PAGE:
The Daily Gamecock

Column: Self-published horror stories take horror back to its roots

 A person at a computer while it is displaying the Creepypasta website. Creepypasta is a horror story website where writers can post stories and receive feedback from their audience.
A person at a computer while it is displaying the Creepypasta website. Creepypasta is a horror story website where writers can post stories and receive feedback from their audience.

Social media allows horror authors to get feedback on their work and lets others share it in a short-form format that brings horror back to its roots as short stories told and retold by audiences.

Horror's humble beginnings in short-form stories spoken around the campfire that play on our deepest collective fears are being kept alive by the internet. 

The nature of the beast of modern horror movies is that it has to cause the viewer to feel the most extreme emotions, but it can't interact with the audience until after the movie releases. The power of self-publishing is that the content comes from the audience itself, and the audience decides whether to share the content or not. 

Creepypasta, or short creepy stories shared around the internet, emerged around 2007, according to the New York Times. Websites such as and social media groups such as Reddit’s r/nosleep are hubs for web-based short story content. Creepypasta videos are gaining traction as well, with YouTube channels such as Crypt TV becoming more popular. 

“We’re in this horror renaissance right now," Crypt TV CCO Kate Krantz said in an interview with Collider. "There’s social-first content that’s really prioritizing characters that allow us to talk about issues that otherwise feel taboo."

What really sets creepypasta and other web horror content apart is that in order for it to get anywhere, it has to attract audience attention and do so quickly. If a story is original and gives readers or viewers the thrill they came for, then it can get traction. 

USC School of Journalism and Mass Communications assistant professor Linwan Wu said that horror content gets shared not because of the good feelings it gives us, but because of the excitement.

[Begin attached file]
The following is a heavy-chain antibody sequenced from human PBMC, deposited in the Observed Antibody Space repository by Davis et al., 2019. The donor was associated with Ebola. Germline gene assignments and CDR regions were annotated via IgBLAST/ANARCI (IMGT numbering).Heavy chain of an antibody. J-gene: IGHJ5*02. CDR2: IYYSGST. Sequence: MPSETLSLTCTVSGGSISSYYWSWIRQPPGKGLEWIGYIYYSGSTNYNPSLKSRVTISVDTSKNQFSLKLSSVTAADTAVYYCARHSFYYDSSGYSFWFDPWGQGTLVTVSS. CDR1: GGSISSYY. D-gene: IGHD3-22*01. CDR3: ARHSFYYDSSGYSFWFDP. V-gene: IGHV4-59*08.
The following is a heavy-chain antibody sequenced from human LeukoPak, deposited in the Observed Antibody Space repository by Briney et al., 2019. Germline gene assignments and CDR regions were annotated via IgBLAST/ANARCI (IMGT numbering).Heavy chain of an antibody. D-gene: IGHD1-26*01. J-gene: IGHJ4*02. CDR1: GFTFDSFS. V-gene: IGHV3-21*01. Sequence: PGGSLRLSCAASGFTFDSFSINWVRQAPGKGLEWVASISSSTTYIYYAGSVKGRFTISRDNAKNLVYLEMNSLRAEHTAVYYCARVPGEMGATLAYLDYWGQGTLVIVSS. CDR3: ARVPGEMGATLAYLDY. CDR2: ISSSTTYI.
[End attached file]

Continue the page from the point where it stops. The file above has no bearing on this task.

“There are different dimensions of emotions. You have valence, which is negative, positive,” Wu said. “There is another dimension of emotion called arousal. So basically, that’s the level of excitement."

Wu said that according to studies, people tend to share content that has a high arousal even if the valence of the content is negative.

The thing that makes creepypastas more like verbal storytelling is that there are so many different stories, but only the best pieces get remembered and shared. Horror at its finest is cheap and experimental. Not everything will land, but when it does, it can make a big splash.

Creepypasta is an excellent opportunity for young writers to get their work out into the world and get feedback and interaction from audiences across the globe. 

Just like most social media content, what each individual user sees is based on an algorithm.

“The algorithms now decide, kind of, what you are going to watch,” Wu said. 

The algorithm, in this case, works toward the community's good, promoting stories that have already garnered positive audience reaction so that the best and most recent stories can make it to the front page, attracting new readers. 

It’s not all fun jump scares and spooks, though. Having these modern horror stories in written attributable format presents some difficulties foreign to the anonymous storytellers that conceived traditional campfire variety stories. Namely, even though many of these stories are released in a free-to-read or -watch format, some people have taken this as a chance to profit off other people’s work without cutting in the author. 

Earlier this year, r/nosleep arranged a weeklong Writer’s Blackout to protest content theft by negligent or malevolent content creators on other platforms. The main point of contention was that some YouTube narrators refused to educate themselves on copyright and continued to publish videos featuring Nosleep stories without asking permission of, crediting or compensating the authors.

By the same token, attribution brings on opportunities, too. Popular writers have had their stories adapted into movies, their novels published and themselves hired to write for TV by getting their work out there on r/nosleep.

Through social media, modern, original horror stories can be shared, continuing the time-honored legacy of storytelling in a digital format in a way that is accessible to wide audiences.